GIW Industries, the leader in the design, manufacture and application of heavy-duty, centrifugal slurry pumps, announced that global talc producer Mondo Minerals has installed GIW's High Volume Froth (HVF) pump at its talc processing plant in Outokumpu, Finland. During the pump's first month of operations, the plant was able to stabilize the flotation process and eliminate a safety hazard.
No matter how you handle it, airlocking means production losses
Mondo Minerals' talc processing plant had a froth-pumping problem. The high air content in the froth caused airlock in its previous slurry pump, which resulted in overflow of the pump sump. This caused an unbalanced process and decreased productivity at the plant. This, in short, led to lost profitability. And to make matters worse, the operating losses were happening when the plant was running at maximum output.
Operators tried various approaches to reduce the slurry pump airlock: they modified the sump and the inlet pipe to the slurry pump and installed spray nozzles to reduce the froth in the sump. However, modifications were ultimately ineffective.
A solution appears — through the grapevine
Installed HVF Pump
As a world leader in the talc mining industry, Mondo Minerals was aware of the success that had been attained by Yara, a phosphate plant also located in Finland. Upon learning that Yara had solved a similar froth problem by installing GIW's HVF pump, Mondo decided to install an HVF in its own plant.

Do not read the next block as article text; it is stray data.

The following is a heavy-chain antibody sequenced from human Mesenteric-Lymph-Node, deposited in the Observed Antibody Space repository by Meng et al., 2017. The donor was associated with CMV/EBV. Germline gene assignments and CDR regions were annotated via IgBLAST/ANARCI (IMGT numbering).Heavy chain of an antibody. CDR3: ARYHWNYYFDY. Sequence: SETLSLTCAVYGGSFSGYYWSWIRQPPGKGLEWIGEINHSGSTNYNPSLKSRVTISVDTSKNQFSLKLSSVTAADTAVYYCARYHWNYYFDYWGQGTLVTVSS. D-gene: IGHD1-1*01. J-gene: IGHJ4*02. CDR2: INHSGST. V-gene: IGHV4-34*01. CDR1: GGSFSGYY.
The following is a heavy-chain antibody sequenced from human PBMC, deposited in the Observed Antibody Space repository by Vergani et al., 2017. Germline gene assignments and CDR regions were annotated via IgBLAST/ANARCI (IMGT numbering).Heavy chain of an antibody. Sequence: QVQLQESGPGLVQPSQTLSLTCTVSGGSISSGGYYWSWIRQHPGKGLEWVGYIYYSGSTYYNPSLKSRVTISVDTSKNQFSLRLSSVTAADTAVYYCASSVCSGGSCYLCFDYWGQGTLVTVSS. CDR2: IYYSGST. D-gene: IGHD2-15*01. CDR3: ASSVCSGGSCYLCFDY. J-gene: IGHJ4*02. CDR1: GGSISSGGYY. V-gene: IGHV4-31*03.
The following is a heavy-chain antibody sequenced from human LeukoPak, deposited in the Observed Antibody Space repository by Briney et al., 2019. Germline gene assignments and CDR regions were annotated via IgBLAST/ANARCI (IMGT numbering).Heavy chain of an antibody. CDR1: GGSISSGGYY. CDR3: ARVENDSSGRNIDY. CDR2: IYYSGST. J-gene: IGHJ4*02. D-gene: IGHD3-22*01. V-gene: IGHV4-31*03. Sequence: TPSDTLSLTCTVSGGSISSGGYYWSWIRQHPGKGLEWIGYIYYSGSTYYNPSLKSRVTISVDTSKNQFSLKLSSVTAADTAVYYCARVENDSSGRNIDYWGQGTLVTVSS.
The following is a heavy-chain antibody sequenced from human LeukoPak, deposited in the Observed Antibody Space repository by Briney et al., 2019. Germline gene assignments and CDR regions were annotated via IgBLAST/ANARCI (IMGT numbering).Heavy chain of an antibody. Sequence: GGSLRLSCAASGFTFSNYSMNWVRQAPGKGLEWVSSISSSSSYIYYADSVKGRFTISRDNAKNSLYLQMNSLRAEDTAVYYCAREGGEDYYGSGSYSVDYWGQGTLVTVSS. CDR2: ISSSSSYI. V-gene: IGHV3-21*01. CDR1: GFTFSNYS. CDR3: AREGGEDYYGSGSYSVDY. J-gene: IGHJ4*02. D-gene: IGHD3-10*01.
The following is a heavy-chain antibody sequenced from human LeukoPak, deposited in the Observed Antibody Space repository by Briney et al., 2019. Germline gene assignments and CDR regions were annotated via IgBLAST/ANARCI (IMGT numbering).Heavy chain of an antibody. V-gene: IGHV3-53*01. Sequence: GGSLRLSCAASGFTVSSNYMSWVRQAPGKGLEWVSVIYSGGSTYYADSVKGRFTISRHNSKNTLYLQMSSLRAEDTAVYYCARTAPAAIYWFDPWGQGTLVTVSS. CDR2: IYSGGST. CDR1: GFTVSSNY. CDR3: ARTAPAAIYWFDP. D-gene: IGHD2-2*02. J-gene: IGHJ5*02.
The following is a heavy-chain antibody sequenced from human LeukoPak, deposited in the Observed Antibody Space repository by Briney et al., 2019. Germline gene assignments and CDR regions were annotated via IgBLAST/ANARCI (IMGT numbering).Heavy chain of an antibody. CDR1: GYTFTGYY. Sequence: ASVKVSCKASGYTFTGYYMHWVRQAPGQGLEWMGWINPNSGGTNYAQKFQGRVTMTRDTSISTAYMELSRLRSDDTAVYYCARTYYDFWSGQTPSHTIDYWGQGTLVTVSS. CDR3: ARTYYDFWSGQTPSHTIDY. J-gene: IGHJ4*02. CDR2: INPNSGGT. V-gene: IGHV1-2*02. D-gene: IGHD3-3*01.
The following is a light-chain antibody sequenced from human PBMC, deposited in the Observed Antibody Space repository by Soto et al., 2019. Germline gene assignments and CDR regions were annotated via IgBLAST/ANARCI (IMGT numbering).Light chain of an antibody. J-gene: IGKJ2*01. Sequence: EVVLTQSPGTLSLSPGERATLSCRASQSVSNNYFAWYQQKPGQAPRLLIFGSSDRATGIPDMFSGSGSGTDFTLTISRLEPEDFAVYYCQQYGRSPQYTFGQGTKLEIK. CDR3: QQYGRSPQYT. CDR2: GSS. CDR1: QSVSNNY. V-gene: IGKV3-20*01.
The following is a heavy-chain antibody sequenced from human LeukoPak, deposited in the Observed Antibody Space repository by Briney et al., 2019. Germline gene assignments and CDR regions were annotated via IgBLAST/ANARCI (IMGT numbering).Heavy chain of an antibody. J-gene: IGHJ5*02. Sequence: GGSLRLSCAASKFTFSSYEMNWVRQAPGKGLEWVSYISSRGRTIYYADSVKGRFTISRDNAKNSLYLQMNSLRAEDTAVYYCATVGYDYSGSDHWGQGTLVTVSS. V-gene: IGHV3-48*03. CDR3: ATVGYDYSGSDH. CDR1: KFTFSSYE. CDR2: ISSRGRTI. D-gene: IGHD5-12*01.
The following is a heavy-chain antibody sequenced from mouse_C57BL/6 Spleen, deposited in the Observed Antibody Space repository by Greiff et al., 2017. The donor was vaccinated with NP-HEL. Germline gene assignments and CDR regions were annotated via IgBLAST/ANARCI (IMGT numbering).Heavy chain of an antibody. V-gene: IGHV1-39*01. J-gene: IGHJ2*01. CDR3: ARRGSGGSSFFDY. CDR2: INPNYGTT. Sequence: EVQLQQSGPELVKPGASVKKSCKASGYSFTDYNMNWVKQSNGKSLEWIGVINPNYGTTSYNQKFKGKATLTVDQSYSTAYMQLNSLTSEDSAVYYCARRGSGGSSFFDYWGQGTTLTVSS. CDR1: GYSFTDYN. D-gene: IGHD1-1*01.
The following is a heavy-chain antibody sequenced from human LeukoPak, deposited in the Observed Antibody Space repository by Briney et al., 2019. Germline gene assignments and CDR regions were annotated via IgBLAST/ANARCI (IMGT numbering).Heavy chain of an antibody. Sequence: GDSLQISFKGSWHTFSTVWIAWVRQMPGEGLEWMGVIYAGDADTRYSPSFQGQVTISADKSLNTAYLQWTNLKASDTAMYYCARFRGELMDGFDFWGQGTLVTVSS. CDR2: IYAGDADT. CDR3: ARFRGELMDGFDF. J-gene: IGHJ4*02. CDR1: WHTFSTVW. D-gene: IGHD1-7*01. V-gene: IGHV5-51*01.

Erkki Kohtanen, GIW business development manager for North America and Nordic countries, explains that this type of word-of-mouth marketing has been the primary means of spreading the word about GIW's HVF pump in Nordic countries.
"This pump is doing its own marketing work," Kohtanen says. "Mining professionals around the world are spreading the word about the results that are possible with GIW's HVF pump."
Immediate, dramatic results
As soon as the GIW HVF pump was installed, the Mondo plant got the ROI it had hoped for.
Within the first month of the pump's operation, Mondo increased its productivity. Plus, Mondo realized a substantial cost savings with the reduction of required fresh water. All this was achieved because the HVF pump does not airlock, allowing the customer to operate a balanced flotation process.
In addition, now that the sump is not overflowing periodically, Mondo has eliminated the slip hazard, improving the work environment for its employees.
Kohtanen reports that the Mondo pump is operating at 250 cubic meters per hour and producing 18 meters of head — supporting an improvement in overall plant efficiency. For the talc producer, that improvement means a significant increase in profitability, as its high-quality talc is used around the world in a myriad of industrial applications.
"The plant manager is very happy about this pump!" Kohtanen says. He adds that, based on the extremely positive experience at the Finland plant, Mondo intends to proceed with further installations at other plant locations.
"Mondo is excited that they see multiple applications for this pump," Kohtanen says.